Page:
So, according to the classical theory, a just cause for war is not simply self-defence but "one that avenges wrongs, when a nation or state has to be punished, for refusing to make amends for the wrongs inflicted by its subjects, or to restore what it has seized unjustly". In other words, aggressive war can be waged to rectify wrongs. A just war is a conflict between justice and injustice, between good and evil.

By restricting the notion of a just war to one waged as self-defence, regardless of what is being defended and who is attacking, the concept becomes divorced from the very thing it is supposed to uphold, justice. As a result, Brecher creates a number of problems for himself. Some are surely errors. He views Israel's 1967 war as the only just war it has fought as it was a defensive war (it was a pre-emptive strike by Israel) whereas he implies that the war of 1973 (which he describes as an attack on Israel's Arab enemies) was unjust despite the fact that the war was launched as a surprise attack on Israel by Egypt and Syria. Others arise from contentious interpretations. However, the strangest is this: follows from the central characteristic of a just war -- that it can be only defensive – that there can be no such thing as a just war. World War II, for instance, the least controversial of any war with a claim to being just, was not a just war. Only the war fought by the Allies was just; the war fought by the Nazis and their allies was clearly unjust. For only “the Allies’ war” was a defensive one; “the Nazis’ war” was aggressive. To the extent that any and every war is at once aggressive and defensive, “the war itself”, so to speak, cannot be just.
Eh? Surely a just war is one where one of the protagonists is confronting injustice, not one that has justice on both sides, an obvious absurdity. It is a theory that identifies whether one side to a conflict can be supported against the other, so this hair splitting misses the point. It renders the concept meaningless. So why is he arguing the case? Well, it seems that he has some polemical intent.
Even allowing that just war theory allows intervention on behalf of innocent others, and not just in literal self-defence, there is no post-1945 equivalent of “the Allied World War II”. Every war fought by “the West” has been aggressive; none has been a purely defensive response to attack. Even if one regards the 2001 attack on the World Trade Centre and the Pentagon as an act of war – itself a highly controversial claim, cynically insisted upon by the United States government precisely in order to be able to claim (however unwarrantedly) that its so-called war on terror was a just war – the West’s response cannot be justified by just war theory. For retaliation is one thing, defence another ...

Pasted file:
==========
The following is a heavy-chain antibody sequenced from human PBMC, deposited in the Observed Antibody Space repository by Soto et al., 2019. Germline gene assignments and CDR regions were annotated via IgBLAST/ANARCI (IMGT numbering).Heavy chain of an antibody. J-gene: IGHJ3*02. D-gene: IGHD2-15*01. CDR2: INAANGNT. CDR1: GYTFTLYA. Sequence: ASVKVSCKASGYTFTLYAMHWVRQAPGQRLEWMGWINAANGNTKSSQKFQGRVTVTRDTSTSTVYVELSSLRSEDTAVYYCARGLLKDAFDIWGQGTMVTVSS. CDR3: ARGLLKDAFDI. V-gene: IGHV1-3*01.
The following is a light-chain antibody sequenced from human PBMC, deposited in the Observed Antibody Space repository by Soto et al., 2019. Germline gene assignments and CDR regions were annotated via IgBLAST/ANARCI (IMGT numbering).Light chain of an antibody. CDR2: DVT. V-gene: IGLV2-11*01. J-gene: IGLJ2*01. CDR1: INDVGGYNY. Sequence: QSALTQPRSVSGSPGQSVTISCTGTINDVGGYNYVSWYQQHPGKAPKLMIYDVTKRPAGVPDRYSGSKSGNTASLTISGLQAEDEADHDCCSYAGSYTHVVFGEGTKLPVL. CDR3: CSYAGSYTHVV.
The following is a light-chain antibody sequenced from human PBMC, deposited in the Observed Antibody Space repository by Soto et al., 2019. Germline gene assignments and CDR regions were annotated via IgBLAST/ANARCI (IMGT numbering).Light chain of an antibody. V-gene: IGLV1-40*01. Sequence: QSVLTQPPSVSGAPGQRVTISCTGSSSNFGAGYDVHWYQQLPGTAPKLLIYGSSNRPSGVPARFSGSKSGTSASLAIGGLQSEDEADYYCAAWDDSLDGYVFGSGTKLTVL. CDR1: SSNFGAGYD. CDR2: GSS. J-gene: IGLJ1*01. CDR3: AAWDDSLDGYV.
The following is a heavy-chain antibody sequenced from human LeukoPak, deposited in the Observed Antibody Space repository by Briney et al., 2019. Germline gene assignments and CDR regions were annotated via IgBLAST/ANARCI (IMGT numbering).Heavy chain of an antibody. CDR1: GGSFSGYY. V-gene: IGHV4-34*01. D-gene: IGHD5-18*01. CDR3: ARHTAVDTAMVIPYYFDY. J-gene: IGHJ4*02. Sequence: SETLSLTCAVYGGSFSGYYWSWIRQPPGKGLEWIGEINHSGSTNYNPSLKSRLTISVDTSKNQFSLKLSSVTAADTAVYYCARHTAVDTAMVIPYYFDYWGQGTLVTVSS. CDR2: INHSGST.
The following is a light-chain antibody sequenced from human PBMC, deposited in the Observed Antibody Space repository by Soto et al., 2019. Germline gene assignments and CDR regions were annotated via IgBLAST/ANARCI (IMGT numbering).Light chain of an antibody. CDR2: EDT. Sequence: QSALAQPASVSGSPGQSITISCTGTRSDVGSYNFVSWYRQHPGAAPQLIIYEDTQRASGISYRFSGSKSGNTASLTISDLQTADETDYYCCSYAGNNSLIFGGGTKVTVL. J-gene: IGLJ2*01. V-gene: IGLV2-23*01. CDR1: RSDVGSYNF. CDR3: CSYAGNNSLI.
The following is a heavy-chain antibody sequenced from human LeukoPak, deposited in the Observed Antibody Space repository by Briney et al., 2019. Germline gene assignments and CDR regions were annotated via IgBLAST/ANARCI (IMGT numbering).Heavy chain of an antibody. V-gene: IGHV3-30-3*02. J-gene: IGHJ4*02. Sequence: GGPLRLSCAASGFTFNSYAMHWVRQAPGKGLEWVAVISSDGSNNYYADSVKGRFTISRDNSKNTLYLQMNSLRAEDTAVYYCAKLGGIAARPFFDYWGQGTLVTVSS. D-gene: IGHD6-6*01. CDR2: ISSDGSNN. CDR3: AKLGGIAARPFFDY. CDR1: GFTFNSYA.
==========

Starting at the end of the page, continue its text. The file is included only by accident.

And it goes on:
Ah. "Cynically", "controversial", "unwarrantedly", "so-called"; a neat collection of value laden terms that take us into familiar territory, the de-legitimation of all Western action since the Second World War. Rather than using theory to inform the debate about the specific virtues or iniquities of each individual case, the article uses it to make a blanket condemnation of all of them. And Just War Theory was developed as a tool to help us make difficult judgements about conflicts, not to avoid them.


utopiaorbust said...

The only thing I've really sat down and read on the topic was Michael Walzer's "Just and Unjust Wars".

But even that book, classic as it may be, is kind of silly and outdated. Walzer says it is not a philosophical treatise ... just some ramblings on war and history with no moral principles behind it at all. It was written like an encyclopedia for "just war" scenarios. But the only really interested part was the short chapter on terrorism and asymmetrical warfare.

I think "just war" is a dead concept. Just look at the genealogy of its tradition, coming out of the Christian moral system. I don't think it is useful. It is a game that statesmen play.

Do you know of any Marxist interpretations of Just War Theory? It would be interesting to see if someone has combined capital and class into a theory of just war. For example, if we consider riots and revolutions a kind of war -- class war -- are they only justified if provoked by aggression, or the system of exploitation enough already to provoke a "just war" in response?

Will said...

"Open democracy" website is a cesspit of reactionary shite. I don't know why you even bother reacting to such shit in the first place.

(oh -- okay -- I do --- this is the internets after all.).